As a result learners experienced a level of mathematical discussions unlike they have ever experienced before. Learners were beginning to see that maths is relevant to more people than just maths teachers! Maths was not only something regular people spoke about but it was also something that can occur outside or the classroom.

A second method I used was developing a work book that was encouraged self regulation for recording data and applying concepts learnt prior collecting data. This workbook[2] was seen as a method for promoting discourse between peers so that the teacher input became less of a requirement for discourse to occur.

This work book initially appeared to work however, due to it’s basic construction (it was just stapled in the corner) the workbooks soon began to fall apart. This became more problematic when we were outside in the elements. We decided that developing a digital workbook may be a more appropriate idea for our next Xm program. For the time being we decided to continue printing the sheets required and added these into Xm folders. In my opinion the format of the worksheets seemed to work well as we covered concepts in class as well as collecting data on the field.

The final component for improving discourse was using the collected data to develop graphs, investigate and answer questions and compare results to current records. Again this reinforces the relevance of maths in sports in a way that is practical and interesting. This was particularly interesting when learners began to research and compare the current national and world records to their own measurements.

Assessment in learning
The assessment we carried out was a combination of measuring assessment (based activities that were based in a new non-sporting context) as well as another attitudinal survey.

The students completed the measuring assessment with much more focus and engagement that what I observed in a previous assessment. The learners were more confident in the units used, the accuracy (using measures up to 2 dp) and converting units.  It was also brought to my attention by another non-Xm staff member that the learners were much more confident in using accuracy with measurement than what they were.

The attitudinal survey results:







Two interesting pieces of information from this inquiry was how even though the use of mathematical discourse improved, the independent work question indicates a surprising increase in learners preferring to work independently. This is further reinforced by the relatively steady results regarding the learners still disliking group work.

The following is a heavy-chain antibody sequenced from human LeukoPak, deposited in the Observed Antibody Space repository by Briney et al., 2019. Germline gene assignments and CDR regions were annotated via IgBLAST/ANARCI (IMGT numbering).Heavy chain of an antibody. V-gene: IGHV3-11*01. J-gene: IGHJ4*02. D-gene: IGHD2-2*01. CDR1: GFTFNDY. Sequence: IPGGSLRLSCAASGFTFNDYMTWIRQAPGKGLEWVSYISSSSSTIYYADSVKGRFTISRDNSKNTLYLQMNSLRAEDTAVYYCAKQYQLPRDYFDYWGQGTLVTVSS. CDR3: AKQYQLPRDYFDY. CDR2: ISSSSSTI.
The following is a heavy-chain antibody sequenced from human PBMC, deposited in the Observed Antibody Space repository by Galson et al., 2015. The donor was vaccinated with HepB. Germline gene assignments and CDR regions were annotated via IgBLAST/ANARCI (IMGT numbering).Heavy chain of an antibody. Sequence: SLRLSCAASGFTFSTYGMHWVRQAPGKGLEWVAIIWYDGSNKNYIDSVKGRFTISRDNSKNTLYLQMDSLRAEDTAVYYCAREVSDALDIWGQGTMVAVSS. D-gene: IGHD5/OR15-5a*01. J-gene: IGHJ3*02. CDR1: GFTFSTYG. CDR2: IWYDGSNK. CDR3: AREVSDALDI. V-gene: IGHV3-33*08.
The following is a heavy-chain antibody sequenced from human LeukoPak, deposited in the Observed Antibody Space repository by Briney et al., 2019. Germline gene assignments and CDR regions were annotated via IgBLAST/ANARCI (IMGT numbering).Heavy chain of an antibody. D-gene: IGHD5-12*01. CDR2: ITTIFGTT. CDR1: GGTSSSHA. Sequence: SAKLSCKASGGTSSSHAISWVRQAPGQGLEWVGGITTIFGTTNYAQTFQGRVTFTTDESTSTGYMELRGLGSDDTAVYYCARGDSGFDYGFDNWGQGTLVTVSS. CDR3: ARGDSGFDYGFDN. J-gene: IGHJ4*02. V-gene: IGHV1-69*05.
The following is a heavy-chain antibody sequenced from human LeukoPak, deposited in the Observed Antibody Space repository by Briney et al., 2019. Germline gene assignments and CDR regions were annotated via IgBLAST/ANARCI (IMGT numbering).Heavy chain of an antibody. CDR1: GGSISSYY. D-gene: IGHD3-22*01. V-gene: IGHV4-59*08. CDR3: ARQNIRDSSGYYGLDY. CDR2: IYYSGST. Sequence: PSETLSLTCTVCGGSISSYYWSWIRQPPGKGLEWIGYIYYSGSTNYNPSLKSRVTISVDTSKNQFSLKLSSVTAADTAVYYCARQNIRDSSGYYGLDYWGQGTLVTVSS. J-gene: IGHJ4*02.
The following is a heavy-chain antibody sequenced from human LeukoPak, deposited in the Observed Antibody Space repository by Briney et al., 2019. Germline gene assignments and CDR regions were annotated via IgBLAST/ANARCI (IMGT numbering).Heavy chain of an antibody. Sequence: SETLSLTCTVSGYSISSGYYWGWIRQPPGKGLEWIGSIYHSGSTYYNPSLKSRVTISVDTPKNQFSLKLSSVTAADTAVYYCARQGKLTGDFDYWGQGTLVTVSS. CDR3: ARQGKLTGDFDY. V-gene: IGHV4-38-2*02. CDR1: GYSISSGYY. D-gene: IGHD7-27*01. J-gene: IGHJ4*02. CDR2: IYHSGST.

This will be the topic of my next inquiry. Researching and implementing effective methods for establishing and maintaining a collaborative culture for learning maths.




















Appendix

Xm Sports                                                                             Date:

Name:

Sporting event:  Long Jump


Jump #
Name:
Estimated
Actual
Difference
1



2



3



4



5



6




Using the actual measurement from your table convert the measurement from metres to cms.

My best result was                                         metres,  this is                                    cms.

(see the method for changing metres to cm’s below)

Sporting event:  Discus


Discus throw #
Name:
Estimated
Actual
Difference
1



2



3



4



5



6




Using the actual measurement from your table convert the measurement from metres to cms.

My best result was                                         metres which is                                     cms.


Description: MacOS HD:Users:morgan:Desktop:Screen Shot 2013-10-27 at 2.00.58 PM.png

Event:                                             Date:
Guide

Individual
Median
Individual
Mean

1


2


3


4


5


6


7


8




9




10





Group




Units
Personal data

Before
After
1


2


3


4


5


Total


Median


Mean


Summary statistics

Mean = 
Median 
1.    Order data
2.    Find middle number
Mode
The number/s that occur the most frequently?


























































































































































[2] see appendix for sample sheet from our Xm Sport work book.